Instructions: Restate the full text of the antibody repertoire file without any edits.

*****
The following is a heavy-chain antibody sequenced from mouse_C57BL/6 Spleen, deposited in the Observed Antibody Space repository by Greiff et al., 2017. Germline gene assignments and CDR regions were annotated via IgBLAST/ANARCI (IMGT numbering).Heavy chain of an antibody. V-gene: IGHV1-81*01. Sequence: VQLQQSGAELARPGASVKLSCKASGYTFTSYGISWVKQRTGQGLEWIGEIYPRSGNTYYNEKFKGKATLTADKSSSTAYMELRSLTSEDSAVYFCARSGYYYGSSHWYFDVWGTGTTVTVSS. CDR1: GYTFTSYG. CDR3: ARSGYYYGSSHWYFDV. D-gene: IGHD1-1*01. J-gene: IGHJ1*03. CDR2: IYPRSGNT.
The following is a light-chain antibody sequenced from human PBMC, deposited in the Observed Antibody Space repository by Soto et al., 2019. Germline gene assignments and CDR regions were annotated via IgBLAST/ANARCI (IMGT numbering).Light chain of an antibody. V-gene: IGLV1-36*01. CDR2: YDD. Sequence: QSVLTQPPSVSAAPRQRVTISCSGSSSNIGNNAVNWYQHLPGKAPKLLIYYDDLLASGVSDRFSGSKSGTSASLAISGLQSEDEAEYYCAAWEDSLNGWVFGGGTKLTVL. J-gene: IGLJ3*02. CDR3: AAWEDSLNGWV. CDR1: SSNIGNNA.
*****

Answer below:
The following is a heavy-chain antibody sequenced from mouse_C57BL/6 Spleen, deposited in the Observed Antibody Space repository by Greiff et al., 2017. Germline gene assignments and CDR regions were annotated via IgBLAST/ANARCI (IMGT numbering).Heavy chain of an antibody. V-gene: IGHV1-81*01. Sequence: VQLQQSGAELARPGASVKLSCKASGYTFTSYGISWVKQRTGQGLEWIGEIYPRSGNTYYNEKFKGKATLTADKSSSTAYMELRSLTSEDSAVYFCARSGYYYGSSHWYFDVWGTGTTVTVSS. CDR1: GYTFTSYG. CDR3: ARSGYYYGSSHWYFDV. D-gene: IGHD1-1*01. J-gene: IGHJ1*03. CDR2: IYPRSGNT.
The following is a light-chain antibody sequenced from human PBMC, deposited in the Observed Antibody Space repository by Soto et al., 2019. Germline gene assignments and CDR regions were annotated via IgBLAST/ANARCI (IMGT numbering).Light chain of an antibody. V-gene: IGLV1-36*01. CDR2: YDD. Sequence: QSVLTQPPSVSAAPRQRVTISCSGSSSNIGNNAVNWYQHLPGKAPKLLIYYDDLLASGVSDRFSGSKSGTSASLAISGLQSEDEAEYYCAAWEDSLNGWVFGGGTKLTVL. J-gene: IGLJ3*02. CDR3: AAWEDSLNGWV. CDR1: SSNIGNNA.